(A letter to the Kiev comrades. From Pravda, May 31, 1923. Translated for this volume from Collected Works, Vol. 2 1, by Marilyn Vogt. From: Problems of Every Day Life by Leon Trotsky.)
You complain that you have not been able to read even one-tenth of the books that interest you, and ask how to rationally allot your time. This is a very difficult question, because in the long run each person must make such a decision according to his particular needs and interests. It should be said however, that the extent to which a person is able to keep up with the current literature, whether scientific, political, or otherwise, depends not only on the judicious allotment of one’s time but also on the individual’s previous training.
In regard to your specific reference to “party youth,” I can only advise them not to hurry, not to spread themselves thin, not to skip from one topic to another, and not to pass on to a second book until the first has been properly read, thought over, and mastered. I remember that when I myself belonged to the category of “youth,” I too felt that there just wasn’t enough time. Even in prison, when I did nothing but read, it seemed that one couldn’t get enough done in a day. In the ideological sphere, just as in the economic arena, the phase of primitive accumulation is the most difficult and troublesome. And only after certain basic elements of knowledge and particularly elements of theoretical skill (method) have been precisely mastered and have become, so to speak, part of the flesh and blood of one’s intellectual activity, does it become easier to keep up with the literature not only in areas one is familiar with, but in adjacent and even more remote fields of knowledge, because method, in the final analysis, is universal.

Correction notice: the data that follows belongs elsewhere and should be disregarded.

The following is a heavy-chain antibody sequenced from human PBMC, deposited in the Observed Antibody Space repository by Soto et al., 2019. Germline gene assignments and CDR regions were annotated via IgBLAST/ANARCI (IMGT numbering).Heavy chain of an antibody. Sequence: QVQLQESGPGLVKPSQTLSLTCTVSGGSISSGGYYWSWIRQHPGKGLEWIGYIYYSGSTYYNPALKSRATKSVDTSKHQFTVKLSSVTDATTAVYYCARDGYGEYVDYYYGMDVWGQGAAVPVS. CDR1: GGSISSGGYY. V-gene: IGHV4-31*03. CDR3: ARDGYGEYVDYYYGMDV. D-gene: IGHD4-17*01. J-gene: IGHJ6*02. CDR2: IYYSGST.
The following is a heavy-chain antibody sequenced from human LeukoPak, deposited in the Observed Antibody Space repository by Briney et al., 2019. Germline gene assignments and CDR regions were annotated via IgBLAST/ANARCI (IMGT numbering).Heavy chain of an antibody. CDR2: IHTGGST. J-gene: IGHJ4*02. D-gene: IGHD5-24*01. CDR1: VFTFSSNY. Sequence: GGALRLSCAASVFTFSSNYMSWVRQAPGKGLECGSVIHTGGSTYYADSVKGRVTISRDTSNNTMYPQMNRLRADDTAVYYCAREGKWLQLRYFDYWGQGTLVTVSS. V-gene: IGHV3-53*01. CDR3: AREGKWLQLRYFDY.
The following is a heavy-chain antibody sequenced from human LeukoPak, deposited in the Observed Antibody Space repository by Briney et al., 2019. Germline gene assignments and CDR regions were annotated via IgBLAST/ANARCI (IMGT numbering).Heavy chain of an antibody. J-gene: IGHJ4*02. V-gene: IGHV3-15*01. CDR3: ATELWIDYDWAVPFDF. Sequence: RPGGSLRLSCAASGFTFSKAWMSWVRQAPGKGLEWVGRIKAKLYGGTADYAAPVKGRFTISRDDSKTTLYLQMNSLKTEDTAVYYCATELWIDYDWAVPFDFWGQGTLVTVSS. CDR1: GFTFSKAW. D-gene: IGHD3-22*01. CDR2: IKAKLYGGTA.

It is better to read one book and read it well; it is better to master a little bit at a time and master it thoroughly. Only in this way will your powers of mental comprehension extend themselves naturally. Thought will gradually gain confidence in itself and grow more productive. With these preliminaries in mind, it will not be difficult to rationally allot your time; and then, the transition from one pursuit to another will be to a certain extent pleasurable.
With comradely greetings,
May 29, 1923